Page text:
Things I learned while developing Flutter GraphView widget with MultiChildRenderObject

Nabil Mosharraf Hossain
4 min readAug 17, 2020


We say, In Flutter, everything is a widget. The Widget tree is a structure that represents how our widgets are organized. So I wanted to display my widgets in a tree layout and alas! I dont see any TreeView in flutter. So I took the daunting task to build one of my own in

My initial help came from article by creativecreatorormaybenot, who explained how he created a clock using MultiChildRenderObject for flutter clock challange.

So I set out to think how can we make this view. I initially created using Rows and Columns. But definitely it was not good at performance. So the next question was:

Why not Custom Painter?

Yes, we could have done that, but it seemed to me that the layouting of the widgets would be much as flexible and less performant. So I opted for using the MutliChildRenderObject which lays out its children itself as well we can use custom painting on the canvas.

So here are the things I learnt:

1. We pass our children in the constructor

In MultiChildRenderObject, when we the constructor is setup we have to pass the list of Widget that will be laid out. No other manipulation on the children widgets can be easily done after this.

GraphView({Key key, @required this.graph, @required this.algorithm, EdgeRenderer renderer})
: assert(graph != null),
assert(algorithm != null),
renderer = renderer ?? ArrowEdgeRenderer(),
super(key: key, children: _extractChildren(graph));

2. Laying out: Constraints go down. Sizes go up. Parent sets position

The layout process in flutter is very simple, best described in this article

The MultiChildRenderObject gets its constraints from its parent, by Constraints, it means how much space this widget and its children can have.

So the main magic is the performLayout().

You have to ensure that you layout the child, which renders itself and inform our RenderObject. We then get the max Size of our Widget using our custom function and then finally we lay down the childs to their specific coordinates using the child.offset parameter.

void performLayout() {
if (childCount == 0) {
size = constraints.biggest;

RenderBox child = firstChild;
int position = 0;
while (child != null) {
final NodeBoxData node = child.parentData as NodeBoxData;

child.layout(BoxConstraints.loose(constraints.biggest), parentUsesSize: true);
graph.getNodeAtPosition(position).size = child.size;

child = node.nextSibling;

size =, 10, 10);

child = firstChild;
position = 0;
while (child != null) {
final NodeBoxData node = child.parentData as NodeBoxData;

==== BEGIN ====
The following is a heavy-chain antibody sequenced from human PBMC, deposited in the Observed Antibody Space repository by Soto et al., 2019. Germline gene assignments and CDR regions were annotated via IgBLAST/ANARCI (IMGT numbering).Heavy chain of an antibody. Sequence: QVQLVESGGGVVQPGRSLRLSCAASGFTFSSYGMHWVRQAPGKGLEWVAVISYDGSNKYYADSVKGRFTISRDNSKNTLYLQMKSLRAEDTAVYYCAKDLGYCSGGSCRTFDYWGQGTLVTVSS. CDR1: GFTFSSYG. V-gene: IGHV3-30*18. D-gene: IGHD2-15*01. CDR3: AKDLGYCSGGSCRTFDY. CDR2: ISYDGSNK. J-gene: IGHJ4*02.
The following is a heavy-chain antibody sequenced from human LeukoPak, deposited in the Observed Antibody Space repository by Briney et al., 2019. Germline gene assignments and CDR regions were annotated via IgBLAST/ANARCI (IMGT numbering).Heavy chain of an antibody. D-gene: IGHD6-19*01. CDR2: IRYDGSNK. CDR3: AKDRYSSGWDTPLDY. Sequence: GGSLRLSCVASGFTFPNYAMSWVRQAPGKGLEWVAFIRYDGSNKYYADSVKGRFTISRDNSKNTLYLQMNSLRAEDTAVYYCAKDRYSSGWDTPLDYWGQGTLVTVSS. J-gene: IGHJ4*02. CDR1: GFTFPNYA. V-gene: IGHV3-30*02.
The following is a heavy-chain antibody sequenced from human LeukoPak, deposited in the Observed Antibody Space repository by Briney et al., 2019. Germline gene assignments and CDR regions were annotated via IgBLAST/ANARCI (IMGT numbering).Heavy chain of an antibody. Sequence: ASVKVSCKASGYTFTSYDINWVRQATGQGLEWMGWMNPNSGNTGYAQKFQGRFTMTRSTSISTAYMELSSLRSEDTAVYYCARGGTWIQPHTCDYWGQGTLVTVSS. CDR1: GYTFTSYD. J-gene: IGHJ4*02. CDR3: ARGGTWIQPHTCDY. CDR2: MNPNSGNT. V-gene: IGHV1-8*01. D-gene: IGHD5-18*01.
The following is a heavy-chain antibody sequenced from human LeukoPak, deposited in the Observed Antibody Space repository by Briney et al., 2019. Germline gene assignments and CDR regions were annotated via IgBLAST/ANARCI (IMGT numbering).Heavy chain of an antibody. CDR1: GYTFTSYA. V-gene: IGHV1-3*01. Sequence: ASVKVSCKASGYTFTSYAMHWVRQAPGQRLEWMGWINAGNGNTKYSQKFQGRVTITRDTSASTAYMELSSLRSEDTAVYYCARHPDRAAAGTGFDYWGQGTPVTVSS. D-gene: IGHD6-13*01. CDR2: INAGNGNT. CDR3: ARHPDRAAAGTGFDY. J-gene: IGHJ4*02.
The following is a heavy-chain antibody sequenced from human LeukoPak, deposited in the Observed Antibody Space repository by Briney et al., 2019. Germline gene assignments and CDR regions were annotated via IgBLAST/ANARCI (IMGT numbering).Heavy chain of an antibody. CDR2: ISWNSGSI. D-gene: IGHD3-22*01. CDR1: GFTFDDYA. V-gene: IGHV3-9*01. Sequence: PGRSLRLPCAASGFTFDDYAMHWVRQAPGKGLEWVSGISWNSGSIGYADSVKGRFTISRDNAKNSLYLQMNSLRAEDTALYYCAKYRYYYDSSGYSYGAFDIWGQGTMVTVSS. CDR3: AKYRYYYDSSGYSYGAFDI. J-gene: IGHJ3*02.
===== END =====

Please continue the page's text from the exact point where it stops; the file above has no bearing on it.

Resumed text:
node.offset = graph.getNodeAtPosition(position).position;

child = node.nextSibling;
Tree Layout in Flutter GraphView

3. MarkNeedsLayout()

If there is any paramater that you are passing along to the render object, then we can tell our render object that our widget might need to update the layout completely or update only the paint method.

We need to pass the params to the overriden updateRenderObject class.

RenderCustomLayoutBox createRenderObject(BuildContext context) {
return RenderCustomLayoutBox(graph, algorithm, paint);

void updateRenderObject(BuildContext context, RenderCustomLayoutBox renderObject) {
..graph = graph
..algorithm = algorithm
..customPaint = paint;

And then in the rendex widget box we ensure that the values that we set also calls markNeedsLayout().

Graph get graph => _graph;

set graph(Graph value) {
_graph = value;

4. Ensure that you offset the canvas

So after succesfully putting the nodes to their correct coordinates, it was time to render the arrows/edges. And for some reason it was wrong. The childs were painted by the function defaultPaint(context, offset);

So we had to actually translate our canvas according to the offset given by our parent in the overriden paint() class.

void paint(PaintingContext context, Offset offset) {
var paint = Paint()
..color =
..strokeWidth = 3 = PaintingStyle.stroke
..strokeCap = StrokeCap.butt;;
context.canvas.translate(offset.dx, offset.dy);

_renderer.render(context.canvas, graph, paint);


defaultPaint(context, offset);
Force Directed Graph in Flutter GraphView

5. Ensure hitTestChidren() is overridden

The final thing I learnt was actually after releasing the inital version of my library. One of the users of my library contacted me via email and said that the Widgets onTap does not work whether is GestureListener or Inkwell. After researching I learnt that I had to override the hitTestChildren() in the RenderWidget as well.

bool hitTestChildren(BoxHitTestResult result, {Offset position}) {
return defaultHitTestChildren(result, position: position);

Thats All.

I learnt a lot and it feels great that I was able to contribute to a community that I loved to be part of. Hope you enjoy my graphview library.

Checkout the github:

Checkout in

However I still have a couple of things to learn, hopefully some day in the future:

  1. RepaintBoundary
  2. Should I use sliver?
  3. Animations inside MultiChildRenderObject